To give yourself a clearer idea of when the relevant LOD swaps will occur, I'd suggest modeling a very basic shape in the same dimensions... with easy to spot details that will change for each LOD swap. That way, you will get a good idea of the distances involved for each LOD changeover, and you can work out what detail will actually be visible at those ranges. (Use the Aditi test grid for this to avoid paying upload costs for experiments like this).

I'll pass this over to Drongle for a more technical explanation of LODs :matte-motes-wink:

 

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There are two interesting questions hidden here. First, if you use the "Use LOD above", does it avoid downloading the same mesh again when it needs it, after a LOD switch. I don't know the answer to that. One would hope it would be sensible enough not to re-download it. I would have to ask Runitai, or read much more source code than I can bear. I can say that you don't get the reduction in Land impact that you might expect from the saving, if it is indeed there.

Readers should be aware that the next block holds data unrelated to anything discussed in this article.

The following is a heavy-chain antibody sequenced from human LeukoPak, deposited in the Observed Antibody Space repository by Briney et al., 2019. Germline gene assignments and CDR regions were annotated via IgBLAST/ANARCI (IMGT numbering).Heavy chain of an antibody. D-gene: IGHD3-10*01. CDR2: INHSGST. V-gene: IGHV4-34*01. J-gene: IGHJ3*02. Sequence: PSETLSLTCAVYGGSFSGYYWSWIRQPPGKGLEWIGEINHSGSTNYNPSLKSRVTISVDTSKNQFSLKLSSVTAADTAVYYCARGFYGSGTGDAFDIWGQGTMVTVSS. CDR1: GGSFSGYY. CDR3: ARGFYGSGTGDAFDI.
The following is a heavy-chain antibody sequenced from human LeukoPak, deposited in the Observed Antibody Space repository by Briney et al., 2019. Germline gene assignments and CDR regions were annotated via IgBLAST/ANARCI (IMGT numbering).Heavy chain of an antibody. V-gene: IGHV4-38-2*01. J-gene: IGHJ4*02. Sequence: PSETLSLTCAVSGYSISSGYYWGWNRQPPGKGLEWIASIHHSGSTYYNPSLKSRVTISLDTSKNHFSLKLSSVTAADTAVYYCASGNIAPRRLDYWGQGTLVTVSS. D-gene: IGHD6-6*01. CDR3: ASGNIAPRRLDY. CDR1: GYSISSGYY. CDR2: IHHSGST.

Second, does the viewer recognise multiple (possibly scaled, possibly differently textured) instances of the same mesh and avoid downloading them repeatedly? Again I would hope so. In this case, some experimnents should be able to tell us. If you make many differently scaled and textured versions of a sculpty, you can see them all rez at the same instant when the map downloads. Is it the same with a mesh? Once again, you don't get any savings in land impact from any the improved efficiency from using instancing like this.